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NEW YORK (
) -- Rational or irrational? That's the trillion-dollar question when it comes to Piper Jaffray's prediction that
could see its shares top $1,000. Jim Cramer told his
TV show viewers Tuesday that it's perfectly rational for investors to doubt this bold target, but after they do the math, $1,000 a share may not seem all that illogical.
Cramer said that analyzing Apple, a stock he owns for his charitable trust
Action Alerts PLUS, is just like analyzing any other stock. One must first determine how much the company will earn as earnings, then multiply that number by how much the markets are willing to pay for those earnings.
According to Piper Jaffray, Apple will earn $51 a share by 2013 and up to $80 a share by 2015, a solid assessment, said Cramer, given the company's dominance in smart phones, tablets and computers. But are investors really willing to pay $1,000 a share for those earnings? Cramer said this is where the research gets interesting.
According to Piper Jaffray's research, Apple will be shaving hundreds of millions of dollars worth of market cap from its rivals over the next two years. Yet when analyzing the company to achieve its $1,000 price target, the Piper analyst still values Apple's earnings at just 12 times, less than that of the competition it will continue to crush.
Cramer said that Apple, of course, deserves a multiple far greater than that of the competition. But shares have historically always been valued as the underdog, he noted, so Piper Jaffary just extended that trend into its analysis. And that's why, he said, thinking of Apple as a $1,000 stock is not "irrationally exuberant" as some have claimed, but likely a foregone conclusion.
Off the Charts
In the "Off the Charts" segment, Cramer went head to head with
colleague L.A. Little over the charts of some tech giants including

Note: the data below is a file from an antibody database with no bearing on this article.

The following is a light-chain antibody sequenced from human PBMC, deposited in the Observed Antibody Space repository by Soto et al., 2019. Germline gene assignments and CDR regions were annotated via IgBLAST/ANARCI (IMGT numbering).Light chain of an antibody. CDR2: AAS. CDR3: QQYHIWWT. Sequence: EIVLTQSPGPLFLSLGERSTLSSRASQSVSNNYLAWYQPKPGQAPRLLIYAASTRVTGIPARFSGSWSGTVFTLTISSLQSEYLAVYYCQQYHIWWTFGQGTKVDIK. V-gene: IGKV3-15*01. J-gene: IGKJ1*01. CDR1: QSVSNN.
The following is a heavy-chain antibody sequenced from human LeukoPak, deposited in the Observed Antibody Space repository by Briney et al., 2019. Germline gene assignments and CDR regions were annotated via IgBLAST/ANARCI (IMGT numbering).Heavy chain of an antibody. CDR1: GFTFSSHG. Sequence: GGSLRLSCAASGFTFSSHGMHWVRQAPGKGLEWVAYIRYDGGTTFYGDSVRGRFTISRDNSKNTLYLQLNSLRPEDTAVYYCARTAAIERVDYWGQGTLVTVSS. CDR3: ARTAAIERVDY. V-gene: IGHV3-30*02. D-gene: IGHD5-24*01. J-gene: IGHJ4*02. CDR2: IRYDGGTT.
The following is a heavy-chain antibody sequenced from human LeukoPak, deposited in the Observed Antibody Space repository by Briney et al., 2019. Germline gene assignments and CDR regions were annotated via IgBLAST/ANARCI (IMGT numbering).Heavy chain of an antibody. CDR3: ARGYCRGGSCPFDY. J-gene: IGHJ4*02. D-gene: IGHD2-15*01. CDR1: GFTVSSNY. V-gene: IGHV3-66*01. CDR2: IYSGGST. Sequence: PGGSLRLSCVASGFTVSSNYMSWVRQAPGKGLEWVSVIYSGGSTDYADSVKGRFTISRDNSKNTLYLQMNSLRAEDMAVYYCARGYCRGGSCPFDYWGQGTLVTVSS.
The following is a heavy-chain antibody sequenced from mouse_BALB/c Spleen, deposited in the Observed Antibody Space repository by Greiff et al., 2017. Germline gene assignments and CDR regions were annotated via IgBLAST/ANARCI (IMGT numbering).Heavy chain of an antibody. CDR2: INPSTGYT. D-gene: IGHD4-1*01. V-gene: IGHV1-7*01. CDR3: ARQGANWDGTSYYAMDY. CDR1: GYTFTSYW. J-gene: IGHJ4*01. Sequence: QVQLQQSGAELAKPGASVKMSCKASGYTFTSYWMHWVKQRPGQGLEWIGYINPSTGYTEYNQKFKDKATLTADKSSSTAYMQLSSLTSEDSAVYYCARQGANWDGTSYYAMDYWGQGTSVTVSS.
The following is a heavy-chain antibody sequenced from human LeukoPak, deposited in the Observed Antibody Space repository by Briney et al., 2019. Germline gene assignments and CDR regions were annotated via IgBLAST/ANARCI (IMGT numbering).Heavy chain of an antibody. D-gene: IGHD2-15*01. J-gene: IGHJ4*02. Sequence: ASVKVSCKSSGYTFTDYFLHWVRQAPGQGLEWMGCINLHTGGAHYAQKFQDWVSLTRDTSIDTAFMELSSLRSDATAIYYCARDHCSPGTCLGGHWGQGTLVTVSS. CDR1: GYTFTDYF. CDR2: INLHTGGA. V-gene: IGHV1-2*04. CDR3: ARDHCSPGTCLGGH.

Little used a trading cube to first analyze the short-, mid- and long-term trends of the four companies. He found that only Intel and Microsoft had bullish trends in all three areas. Cisco displayed a bullish short-term pattern, but not a longer one; meanwhile, Oracle displayed the opposite.
Homing in on Intel and Microsoft, Little next noted that Intel has seen resistance at the $30-a-share level, but using a measured move analysis from 2007, he determined that Intel's next move is likely to be $35 a share, or a 25% gain.
Microsoft displayed a similar pattern when using the measured move analysis, noted Little. He predicted this stock could see $47 a share during its next run higher.
Cramer said he's a believer in both of these old-line tech names. He said that Intel pays a great dividend and has a healthy balance sheet, but Microsoft remains the sleeper of the group and has the most to gain. Cramer said he'll revisit both of these names later in the week.
Nike in Great Shape
," Cramer pleaded to investors, after shares of the athletic apparel giant faltered when it reported earnings, almost two weeks ago. He said the quarter that was largely viewed as disappointing was actual just misunderstood.
Nike reported a 3-cent-a-share earnings beat on revenue that rose 15%. Yet investors scoffed at the company's weaker gross margins, which fell 2%, and inventories, which were on the rise.
But Cramer said he's not worried about gross margins, as they mainly come from an evolving product mix. He is also not concerned about inventories, since Nike's growth is outpacing that of its inventory build. Instead, Cramer said, there's only one metric that matters when it comes to Nike, and that's its future orders, which were up 15% worldwide.
Nike is in great shape, said Cramer, especially given the upcoming catalysts of a lucrative $350 million NFL uniform contract and the summer Olympics to be held in London. Nike is also top dog in the athletic apparel market, with a marketing budget alone that rivals the enterprise values of its closest competitors.
Cramer also touted Nike's new product initiatives, which include everything from high-tech wristbands to, of course, new high-tech sneakers. The company is also aggressively expanding in emerging markets. With near $6 a share of cash on its books, Nike trades at just 17 times earnings with a 13% growth rate. Cheap by any standard, concluded Cramer.